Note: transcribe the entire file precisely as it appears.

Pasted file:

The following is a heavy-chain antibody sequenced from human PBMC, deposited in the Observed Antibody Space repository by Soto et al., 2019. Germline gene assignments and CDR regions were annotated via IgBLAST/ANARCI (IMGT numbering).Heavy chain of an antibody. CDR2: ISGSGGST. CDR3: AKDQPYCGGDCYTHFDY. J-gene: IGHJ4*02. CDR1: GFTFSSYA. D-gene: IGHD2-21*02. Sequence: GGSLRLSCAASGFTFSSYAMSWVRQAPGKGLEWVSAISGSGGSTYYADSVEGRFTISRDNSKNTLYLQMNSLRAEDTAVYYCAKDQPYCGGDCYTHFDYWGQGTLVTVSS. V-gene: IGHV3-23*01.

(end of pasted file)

The following is a heavy-chain antibody sequenced from human PBMC, deposited in the Observed Antibody Space repository by Soto et al., 2019. Germline gene assignments and CDR regions were annotated via IgBLAST/ANARCI (IMGT numbering).Heavy chain of an antibody. CDR2: ISGSGGST. CDR3: AKDQPYCGGDCYTHFDY. J-gene: IGHJ4*02. CDR1: GFTFSSYA. D-gene: IGHD2-21*02. Sequence: GGSLRLSCAASGFTFSSYAMSWVRQAPGKGLEWVSAISGSGGSTYYADSVEGRFTISRDNSKNTLYLQMNSLRAEDTAVYYCAKDQPYCGGDCYTHFDYWGQGTLVTVSS. V-gene: IGHV3-23*01.